What do you do if someone steals your ATM card, hacks your internet banking account, skims your credit card or subjects you to some other form of electronic banking fraud?
First, if you suspect your credit or EFTPOS card has been misused, lost or stolen, or the security of your PIN or password breached, notify your financial institution immediately. Be aware that delays of even minutes may cost you thousands of dollars.
Of course, prevention is key. As well as being common sense, making your PINs and passwords hard to guess and keeping them a well-guarded secret will help you avoid liability for unauthorised transactions.
Clause 10 of the ePayments Code (see “ePayments Code”) deals with electronic payment transactions that are not authorised by the account holder. It attempts to answer the question: Who bears the loss?
a Where you will not be liable for losses
Generally, you will not be liable for any losses that are incurred after you notify your financial institution of a security breach. In addition, you will not be liable for losses:
•that are caused by the fraud or negligence of employees or agents of the financial institution or merchant, or a third party involved in networking arrangements;
•that are caused because a device, identifier or passcode that is forged, faulty, expired or cancelled;
•that occur before you receive the relevant access card and/or related PIN;
•that are caused when the same transaction is incorrectly debited more than once to the same account; or
•where it is clear that you have not contributed to the loss.
b Where you will be liable for losses
You may be liable for losses arising from an unauthorised transaction that occurs before you report the theft of your card etc., if your financial institution can prove on a balance of probabilities that you contributed to the loss through fraud or because you:
•voluntarily disclosed your PIN or password to another person, including a family member or friend;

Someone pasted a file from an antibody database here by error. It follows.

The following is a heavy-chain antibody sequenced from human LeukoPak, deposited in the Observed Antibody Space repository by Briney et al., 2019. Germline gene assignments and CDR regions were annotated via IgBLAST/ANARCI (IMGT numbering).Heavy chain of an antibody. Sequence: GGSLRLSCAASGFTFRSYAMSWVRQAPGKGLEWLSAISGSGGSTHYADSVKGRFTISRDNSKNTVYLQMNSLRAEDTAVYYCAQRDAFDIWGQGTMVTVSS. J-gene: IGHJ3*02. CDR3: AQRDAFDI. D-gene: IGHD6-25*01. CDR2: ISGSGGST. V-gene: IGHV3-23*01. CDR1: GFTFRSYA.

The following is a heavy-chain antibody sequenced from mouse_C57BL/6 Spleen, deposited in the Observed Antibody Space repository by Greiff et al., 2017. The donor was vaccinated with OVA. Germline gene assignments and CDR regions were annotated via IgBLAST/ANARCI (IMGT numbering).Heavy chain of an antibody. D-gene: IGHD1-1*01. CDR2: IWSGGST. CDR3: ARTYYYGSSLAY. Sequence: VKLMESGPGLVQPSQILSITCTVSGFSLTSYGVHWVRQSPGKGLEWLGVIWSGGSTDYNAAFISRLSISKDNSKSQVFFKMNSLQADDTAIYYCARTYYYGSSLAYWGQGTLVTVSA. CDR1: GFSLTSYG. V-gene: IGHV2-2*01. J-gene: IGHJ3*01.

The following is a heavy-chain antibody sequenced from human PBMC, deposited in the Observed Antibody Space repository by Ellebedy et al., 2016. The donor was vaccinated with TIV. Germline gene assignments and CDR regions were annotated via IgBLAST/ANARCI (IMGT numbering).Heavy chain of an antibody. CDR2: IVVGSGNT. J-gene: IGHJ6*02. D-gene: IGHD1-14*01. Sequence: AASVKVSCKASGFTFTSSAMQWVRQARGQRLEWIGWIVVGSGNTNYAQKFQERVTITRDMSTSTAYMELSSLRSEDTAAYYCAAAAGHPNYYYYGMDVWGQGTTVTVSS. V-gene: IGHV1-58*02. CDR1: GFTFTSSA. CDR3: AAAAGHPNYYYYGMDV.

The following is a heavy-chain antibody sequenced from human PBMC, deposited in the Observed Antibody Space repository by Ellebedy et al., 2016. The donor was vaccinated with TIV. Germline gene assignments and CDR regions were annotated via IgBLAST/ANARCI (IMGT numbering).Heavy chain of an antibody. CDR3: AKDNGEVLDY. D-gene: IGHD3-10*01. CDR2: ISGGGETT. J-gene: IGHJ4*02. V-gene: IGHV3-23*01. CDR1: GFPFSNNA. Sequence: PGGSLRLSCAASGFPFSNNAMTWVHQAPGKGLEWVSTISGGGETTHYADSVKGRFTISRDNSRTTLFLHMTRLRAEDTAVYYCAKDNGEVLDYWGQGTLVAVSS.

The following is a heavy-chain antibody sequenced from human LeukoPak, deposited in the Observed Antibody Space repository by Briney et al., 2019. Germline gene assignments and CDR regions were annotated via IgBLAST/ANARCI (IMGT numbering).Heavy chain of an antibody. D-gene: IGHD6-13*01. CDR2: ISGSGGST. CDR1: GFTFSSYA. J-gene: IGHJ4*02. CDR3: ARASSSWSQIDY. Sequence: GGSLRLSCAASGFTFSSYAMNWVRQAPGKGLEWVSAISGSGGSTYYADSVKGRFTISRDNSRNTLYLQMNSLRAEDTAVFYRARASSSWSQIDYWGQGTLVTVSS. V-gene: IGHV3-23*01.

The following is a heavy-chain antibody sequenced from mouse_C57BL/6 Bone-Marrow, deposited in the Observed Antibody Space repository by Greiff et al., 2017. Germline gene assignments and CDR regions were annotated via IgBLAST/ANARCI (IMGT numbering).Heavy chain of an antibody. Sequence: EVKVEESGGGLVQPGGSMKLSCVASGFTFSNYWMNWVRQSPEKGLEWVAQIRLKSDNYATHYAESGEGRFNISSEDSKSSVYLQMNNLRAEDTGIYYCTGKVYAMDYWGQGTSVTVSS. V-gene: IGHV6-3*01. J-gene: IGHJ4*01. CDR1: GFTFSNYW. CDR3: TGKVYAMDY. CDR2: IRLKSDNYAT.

•kept a record of your PIN together with your access card;
•acted with extreme carelessness in failing to protect the security of your PIN or password;
•chose a PIN or password that is your birth date or includes part of your name; or
•unreasonably delayed reporting the misuse, loss or theft of an access card, or that the security of your PIN or password was breached.
You may also be liable if you leave your access card in an ATM that incorporates reasonable safety standards that mitigate against the risk of you doing so.
However, the ePayment Code limits the amount of loss you can be liable for. Even if you are generally liable because of the circumstances above, you will not have to bear the loss of any amount:
•in excess of your daily transaction limit that is taken from your account on a single day;
•in excess of the balance of your account at the time of the transaction, including any pre-arranged credit; or
•taken from an account in relation to which you had not agreed could be accessed by the card, PIN or password.
c Where liability is split between you and the financial institution
If the financial institution cannot prove that you have contributed to losses in the ways described in section B above, but you cannot avoid liability for the reasons described in section A above, you will be taken to be liable for the least amount of the following:
•$150 or a lower amount as determined by the financial institution;
•the balance of the relevant account(s), if you agreed the account could be accessed by a PIN or password; or
•the actual loss at the time you notified the financial institution of the misuse, loss or theft of your card (or that the security of your PIN or password was breached), excluding any amount exceeding the daily transaction limit.
The ePayments Code is complex and has been presented here in a simplified fashion. If a dispute over unauthorised transactions arises you should consult the text of the ePayments Code in full. You can obtain a copy at www.asic.gov.au.